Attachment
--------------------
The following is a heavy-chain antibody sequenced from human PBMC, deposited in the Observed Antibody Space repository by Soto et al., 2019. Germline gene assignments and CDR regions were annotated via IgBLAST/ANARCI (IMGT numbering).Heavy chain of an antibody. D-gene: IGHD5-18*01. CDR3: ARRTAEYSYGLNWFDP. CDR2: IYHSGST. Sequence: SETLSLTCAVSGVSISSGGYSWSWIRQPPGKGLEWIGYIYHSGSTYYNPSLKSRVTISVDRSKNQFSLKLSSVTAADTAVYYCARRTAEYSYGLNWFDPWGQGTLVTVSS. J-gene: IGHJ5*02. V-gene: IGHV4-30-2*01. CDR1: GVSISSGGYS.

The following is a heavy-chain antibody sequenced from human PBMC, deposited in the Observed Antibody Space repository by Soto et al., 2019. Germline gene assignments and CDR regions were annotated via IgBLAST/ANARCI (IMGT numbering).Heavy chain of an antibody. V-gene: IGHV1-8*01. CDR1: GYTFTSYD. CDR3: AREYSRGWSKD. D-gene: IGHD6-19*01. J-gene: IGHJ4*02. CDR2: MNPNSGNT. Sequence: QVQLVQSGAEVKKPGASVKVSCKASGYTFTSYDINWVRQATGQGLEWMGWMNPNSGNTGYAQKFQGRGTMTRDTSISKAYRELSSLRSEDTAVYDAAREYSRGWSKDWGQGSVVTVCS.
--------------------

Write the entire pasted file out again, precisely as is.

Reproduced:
The following is a heavy-chain antibody sequenced from human PBMC, deposited in the Observed Antibody Space repository by Soto et al., 2019. Germline gene assignments and CDR regions were annotated via IgBLAST/ANARCI (IMGT numbering).Heavy chain of an antibody. D-gene: IGHD5-18*01. CDR3: ARRTAEYSYGLNWFDP. CDR2: IYHSGST. Sequence: SETLSLTCAVSGVSISSGGYSWSWIRQPPGKGLEWIGYIYHSGSTYYNPSLKSRVTISVDRSKNQFSLKLSSVTAADTAVYYCARRTAEYSYGLNWFDPWGQGTLVTVSS. J-gene: IGHJ5*02. V-gene: IGHV4-30-2*01. CDR1: GVSISSGGYS.

The following is a heavy-chain antibody sequenced from human PBMC, deposited in the Observed Antibody Space repository by Soto et al., 2019. Germline gene assignments and CDR regions were annotated via IgBLAST/ANARCI (IMGT numbering).Heavy chain of an antibody. V-gene: IGHV1-8*01. CDR1: GYTFTSYD. CDR3: AREYSRGWSKD. D-gene: IGHD6-19*01. J-gene: IGHJ4*02. CDR2: MNPNSGNT. Sequence: QVQLVQSGAEVKKPGASVKVSCKASGYTFTSYDINWVRQATGQGLEWMGWMNPNSGNTGYAQKFQGRGTMTRDTSISKAYRELSSLRSEDTAVYDAAREYSRGWSKDWGQGSVVTVCS.